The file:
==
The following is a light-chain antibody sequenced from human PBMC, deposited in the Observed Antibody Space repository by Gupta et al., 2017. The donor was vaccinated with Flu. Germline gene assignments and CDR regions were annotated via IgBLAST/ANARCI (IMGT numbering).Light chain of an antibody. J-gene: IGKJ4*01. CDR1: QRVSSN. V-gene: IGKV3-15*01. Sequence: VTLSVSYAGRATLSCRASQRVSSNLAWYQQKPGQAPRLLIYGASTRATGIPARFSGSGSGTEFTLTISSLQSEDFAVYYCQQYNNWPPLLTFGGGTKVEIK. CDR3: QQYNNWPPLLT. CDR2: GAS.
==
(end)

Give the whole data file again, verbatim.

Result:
The following is a light-chain antibody sequenced from human PBMC, deposited in the Observed Antibody Space repository by Gupta et al., 2017. The donor was vaccinated with Flu. Germline gene assignments and CDR regions were annotated via IgBLAST/ANARCI (IMGT numbering).Light chain of an antibody. J-gene: IGKJ4*01. CDR1: QRVSSN. V-gene: IGKV3-15*01. Sequence: VTLSVSYAGRATLSCRASQRVSSNLAWYQQKPGQAPRLLIYGASTRATGIPARFSGSGSGTEFTLTISSLQSEDFAVYYCQQYNNWPPLLTFGGGTKVEIK. CDR3: QQYNNWPPLLT. CDR2: GAS.